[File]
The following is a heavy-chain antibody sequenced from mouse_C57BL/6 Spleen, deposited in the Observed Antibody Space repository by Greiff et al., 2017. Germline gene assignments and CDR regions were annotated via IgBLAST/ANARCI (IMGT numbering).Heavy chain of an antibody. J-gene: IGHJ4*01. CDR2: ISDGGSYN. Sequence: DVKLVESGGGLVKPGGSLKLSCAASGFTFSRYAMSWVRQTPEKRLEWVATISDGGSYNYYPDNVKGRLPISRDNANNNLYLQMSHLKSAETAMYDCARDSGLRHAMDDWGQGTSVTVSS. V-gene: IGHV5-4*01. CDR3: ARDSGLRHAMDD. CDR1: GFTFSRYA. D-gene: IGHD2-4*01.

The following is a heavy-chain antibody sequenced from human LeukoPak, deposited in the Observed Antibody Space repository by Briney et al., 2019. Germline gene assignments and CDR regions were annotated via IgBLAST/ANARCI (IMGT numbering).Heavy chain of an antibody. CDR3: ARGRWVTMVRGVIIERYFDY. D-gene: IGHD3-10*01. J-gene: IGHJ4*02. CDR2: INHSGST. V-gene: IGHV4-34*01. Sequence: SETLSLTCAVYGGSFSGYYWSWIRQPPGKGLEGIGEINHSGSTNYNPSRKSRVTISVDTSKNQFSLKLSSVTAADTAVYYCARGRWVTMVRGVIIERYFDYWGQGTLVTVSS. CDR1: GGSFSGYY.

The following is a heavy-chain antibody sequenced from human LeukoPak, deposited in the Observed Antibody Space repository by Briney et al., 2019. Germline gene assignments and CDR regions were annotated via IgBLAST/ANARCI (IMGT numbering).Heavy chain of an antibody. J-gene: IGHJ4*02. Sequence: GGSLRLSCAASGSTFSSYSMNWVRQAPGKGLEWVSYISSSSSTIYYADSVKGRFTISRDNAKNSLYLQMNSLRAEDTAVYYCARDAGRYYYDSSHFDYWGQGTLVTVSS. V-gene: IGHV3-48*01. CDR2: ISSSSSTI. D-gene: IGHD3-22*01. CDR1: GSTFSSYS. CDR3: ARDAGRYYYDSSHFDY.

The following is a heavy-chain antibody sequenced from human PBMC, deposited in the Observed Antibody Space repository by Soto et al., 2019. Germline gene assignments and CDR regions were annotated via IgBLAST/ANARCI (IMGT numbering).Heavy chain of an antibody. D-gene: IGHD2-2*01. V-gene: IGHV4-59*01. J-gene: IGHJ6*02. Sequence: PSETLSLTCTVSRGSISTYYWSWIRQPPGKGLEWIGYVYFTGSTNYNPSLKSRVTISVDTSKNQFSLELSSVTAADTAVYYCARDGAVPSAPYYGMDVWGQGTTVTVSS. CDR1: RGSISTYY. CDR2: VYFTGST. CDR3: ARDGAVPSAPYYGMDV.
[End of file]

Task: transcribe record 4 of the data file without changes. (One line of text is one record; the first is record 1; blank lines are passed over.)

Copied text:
The following is a heavy-chain antibody sequenced from human PBMC, deposited in the Observed Antibody Space repository by Soto et al., 2019. Germline gene assignments and CDR regions were annotated via IgBLAST/ANARCI (IMGT numbering).Heavy chain of an antibody. D-gene: IGHD2-2*01. V-gene: IGHV4-59*01. J-gene: IGHJ6*02. Sequence: PSETLSLTCTVSRGSISTYYWSWIRQPPGKGLEWIGYVYFTGSTNYNPSLKSRVTISVDTSKNQFSLELSSVTAADTAVYYCARDGAVPSAPYYGMDVWGQGTTVTVSS. CDR1: RGSISTYY. CDR2: VYFTGST. CDR3: ARDGAVPSAPYYGMDV.